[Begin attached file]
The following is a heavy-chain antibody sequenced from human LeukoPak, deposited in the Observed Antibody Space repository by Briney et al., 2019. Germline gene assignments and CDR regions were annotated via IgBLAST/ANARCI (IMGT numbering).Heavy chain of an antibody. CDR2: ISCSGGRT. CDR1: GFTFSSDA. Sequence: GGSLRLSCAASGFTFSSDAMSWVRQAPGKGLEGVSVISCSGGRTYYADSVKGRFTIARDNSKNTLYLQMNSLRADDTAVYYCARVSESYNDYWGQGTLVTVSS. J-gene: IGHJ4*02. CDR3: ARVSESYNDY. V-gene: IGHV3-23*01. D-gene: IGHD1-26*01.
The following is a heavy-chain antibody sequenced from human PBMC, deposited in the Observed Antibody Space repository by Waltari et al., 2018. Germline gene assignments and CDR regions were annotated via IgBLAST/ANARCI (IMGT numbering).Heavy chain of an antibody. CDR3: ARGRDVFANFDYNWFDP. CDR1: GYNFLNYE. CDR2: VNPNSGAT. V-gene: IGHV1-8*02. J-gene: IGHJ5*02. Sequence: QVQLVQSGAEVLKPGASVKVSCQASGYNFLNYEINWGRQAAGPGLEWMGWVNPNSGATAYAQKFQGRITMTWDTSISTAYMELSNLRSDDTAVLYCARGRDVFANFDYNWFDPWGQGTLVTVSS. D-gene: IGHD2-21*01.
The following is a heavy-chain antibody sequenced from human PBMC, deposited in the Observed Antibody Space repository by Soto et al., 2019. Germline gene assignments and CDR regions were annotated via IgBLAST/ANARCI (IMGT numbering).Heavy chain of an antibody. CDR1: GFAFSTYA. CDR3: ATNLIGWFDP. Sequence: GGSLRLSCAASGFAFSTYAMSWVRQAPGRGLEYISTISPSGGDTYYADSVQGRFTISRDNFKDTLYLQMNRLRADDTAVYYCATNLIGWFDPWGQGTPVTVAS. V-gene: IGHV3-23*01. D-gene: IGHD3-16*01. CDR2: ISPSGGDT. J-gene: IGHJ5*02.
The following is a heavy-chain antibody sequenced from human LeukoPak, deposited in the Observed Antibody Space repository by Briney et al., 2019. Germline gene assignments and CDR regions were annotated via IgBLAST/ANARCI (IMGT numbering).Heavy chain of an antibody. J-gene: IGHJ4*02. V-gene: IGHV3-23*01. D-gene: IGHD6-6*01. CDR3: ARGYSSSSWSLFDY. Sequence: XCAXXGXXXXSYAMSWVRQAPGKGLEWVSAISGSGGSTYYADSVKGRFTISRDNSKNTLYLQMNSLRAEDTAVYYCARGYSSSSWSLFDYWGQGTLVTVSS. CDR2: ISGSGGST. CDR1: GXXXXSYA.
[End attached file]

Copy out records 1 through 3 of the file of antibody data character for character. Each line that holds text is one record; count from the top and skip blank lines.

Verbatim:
The following is a heavy-chain antibody sequenced from human LeukoPak, deposited in the Observed Antibody Space repository by Briney et al., 2019. Germline gene assignments and CDR regions were annotated via IgBLAST/ANARCI (IMGT numbering).Heavy chain of an antibody. CDR2: ISCSGGRT. CDR1: GFTFSSDA. Sequence: GGSLRLSCAASGFTFSSDAMSWVRQAPGKGLEGVSVISCSGGRTYYADSVKGRFTIARDNSKNTLYLQMNSLRADDTAVYYCARVSESYNDYWGQGTLVTVSS. J-gene: IGHJ4*02. CDR3: ARVSESYNDY. V-gene: IGHV3-23*01. D-gene: IGHD1-26*01.
The following is a heavy-chain antibody sequenced from human PBMC, deposited in the Observed Antibody Space repository by Waltari et al., 2018. Germline gene assignments and CDR regions were annotated via IgBLAST/ANARCI (IMGT numbering).Heavy chain of an antibody. CDR3: ARGRDVFANFDYNWFDP. CDR1: GYNFLNYE. CDR2: VNPNSGAT. V-gene: IGHV1-8*02. J-gene: IGHJ5*02. Sequence: QVQLVQSGAEVLKPGASVKVSCQASGYNFLNYEINWGRQAAGPGLEWMGWVNPNSGATAYAQKFQGRITMTWDTSISTAYMELSNLRSDDTAVLYCARGRDVFANFDYNWFDPWGQGTLVTVSS. D-gene: IGHD2-21*01.
The following is a heavy-chain antibody sequenced from human PBMC, deposited in the Observed Antibody Space repository by Soto et al., 2019. Germline gene assignments and CDR regions were annotated via IgBLAST/ANARCI (IMGT numbering).Heavy chain of an antibody. CDR1: GFAFSTYA. CDR3: ATNLIGWFDP. Sequence: GGSLRLSCAASGFAFSTYAMSWVRQAPGRGLEYISTISPSGGDTYYADSVQGRFTISRDNFKDTLYLQMNRLRADDTAVYYCATNLIGWFDPWGQGTPVTVAS. V-gene: IGHV3-23*01. D-gene: IGHD3-16*01. CDR2: ISPSGGDT. J-gene: IGHJ5*02.